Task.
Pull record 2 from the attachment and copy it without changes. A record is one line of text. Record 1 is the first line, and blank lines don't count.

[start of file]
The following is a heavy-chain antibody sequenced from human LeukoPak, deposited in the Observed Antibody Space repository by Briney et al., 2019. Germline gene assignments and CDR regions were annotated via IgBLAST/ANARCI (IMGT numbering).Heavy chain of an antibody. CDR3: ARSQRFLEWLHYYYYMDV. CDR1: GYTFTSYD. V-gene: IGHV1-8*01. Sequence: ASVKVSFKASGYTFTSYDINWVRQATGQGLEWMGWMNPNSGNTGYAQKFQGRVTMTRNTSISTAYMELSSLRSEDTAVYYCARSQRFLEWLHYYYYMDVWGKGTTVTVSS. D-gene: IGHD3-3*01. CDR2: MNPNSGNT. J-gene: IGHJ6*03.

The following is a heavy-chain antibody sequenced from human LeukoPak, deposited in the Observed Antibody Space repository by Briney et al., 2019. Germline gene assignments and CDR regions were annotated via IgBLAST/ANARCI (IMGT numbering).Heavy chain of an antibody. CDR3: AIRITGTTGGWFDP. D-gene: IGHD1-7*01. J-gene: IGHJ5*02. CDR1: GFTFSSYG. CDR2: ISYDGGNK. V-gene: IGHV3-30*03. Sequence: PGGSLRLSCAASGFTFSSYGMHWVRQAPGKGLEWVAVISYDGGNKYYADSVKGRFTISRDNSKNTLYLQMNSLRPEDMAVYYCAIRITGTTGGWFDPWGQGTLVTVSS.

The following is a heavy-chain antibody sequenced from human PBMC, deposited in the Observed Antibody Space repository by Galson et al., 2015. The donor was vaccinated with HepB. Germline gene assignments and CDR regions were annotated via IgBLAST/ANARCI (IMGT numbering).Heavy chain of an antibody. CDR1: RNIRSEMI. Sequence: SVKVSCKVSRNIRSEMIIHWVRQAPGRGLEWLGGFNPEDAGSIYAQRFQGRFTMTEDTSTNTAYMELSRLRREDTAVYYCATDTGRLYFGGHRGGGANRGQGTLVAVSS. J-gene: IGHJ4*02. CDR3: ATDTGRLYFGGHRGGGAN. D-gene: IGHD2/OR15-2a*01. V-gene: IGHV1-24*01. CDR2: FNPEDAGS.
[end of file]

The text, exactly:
The following is a heavy-chain antibody sequenced from human LeukoPak, deposited in the Observed Antibody Space repository by Briney et al., 2019. Germline gene assignments and CDR regions were annotated via IgBLAST/ANARCI (IMGT numbering).Heavy chain of an antibody. CDR3: AIRITGTTGGWFDP. D-gene: IGHD1-7*01. J-gene: IGHJ5*02. CDR1: GFTFSSYG. CDR2: ISYDGGNK. V-gene: IGHV3-30*03. Sequence: PGGSLRLSCAASGFTFSSYGMHWVRQAPGKGLEWVAVISYDGGNKYYADSVKGRFTISRDNSKNTLYLQMNSLRPEDMAVYYCAIRITGTTGGWFDPWGQGTLVTVSS.